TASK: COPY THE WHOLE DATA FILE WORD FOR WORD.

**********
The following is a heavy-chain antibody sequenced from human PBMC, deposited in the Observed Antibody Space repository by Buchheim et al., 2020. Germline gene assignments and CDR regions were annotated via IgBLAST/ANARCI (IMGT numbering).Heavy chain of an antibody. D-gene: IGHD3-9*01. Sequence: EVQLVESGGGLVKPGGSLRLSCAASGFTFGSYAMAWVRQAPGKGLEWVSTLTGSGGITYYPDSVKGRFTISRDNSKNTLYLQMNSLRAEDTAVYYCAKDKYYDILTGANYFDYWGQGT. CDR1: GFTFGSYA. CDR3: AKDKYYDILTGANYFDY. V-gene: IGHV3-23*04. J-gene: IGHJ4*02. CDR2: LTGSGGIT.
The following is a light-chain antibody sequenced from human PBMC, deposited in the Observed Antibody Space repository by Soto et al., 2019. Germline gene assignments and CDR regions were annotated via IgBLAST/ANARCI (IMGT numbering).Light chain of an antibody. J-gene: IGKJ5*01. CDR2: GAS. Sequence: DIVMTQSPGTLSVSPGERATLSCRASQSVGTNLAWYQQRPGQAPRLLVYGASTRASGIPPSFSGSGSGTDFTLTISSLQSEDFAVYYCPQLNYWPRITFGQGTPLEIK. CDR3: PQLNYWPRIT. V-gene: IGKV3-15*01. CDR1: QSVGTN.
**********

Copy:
The following is a heavy-chain antibody sequenced from human PBMC, deposited in the Observed Antibody Space repository by Buchheim et al., 2020. Germline gene assignments and CDR regions were annotated via IgBLAST/ANARCI (IMGT numbering).Heavy chain of an antibody. D-gene: IGHD3-9*01. Sequence: EVQLVESGGGLVKPGGSLRLSCAASGFTFGSYAMAWVRQAPGKGLEWVSTLTGSGGITYYPDSVKGRFTISRDNSKNTLYLQMNSLRAEDTAVYYCAKDKYYDILTGANYFDYWGQGT. CDR1: GFTFGSYA. CDR3: AKDKYYDILTGANYFDY. V-gene: IGHV3-23*04. J-gene: IGHJ4*02. CDR2: LTGSGGIT.
The following is a light-chain antibody sequenced from human PBMC, deposited in the Observed Antibody Space repository by Soto et al., 2019. Germline gene assignments and CDR regions were annotated via IgBLAST/ANARCI (IMGT numbering).Light chain of an antibody. J-gene: IGKJ5*01. CDR2: GAS. Sequence: DIVMTQSPGTLSVSPGERATLSCRASQSVGTNLAWYQQRPGQAPRLLVYGASTRASGIPPSFSGSGSGTDFTLTISSLQSEDFAVYYCPQLNYWPRITFGQGTPLEIK. CDR3: PQLNYWPRIT. V-gene: IGKV3-15*01. CDR1: QSVGTN.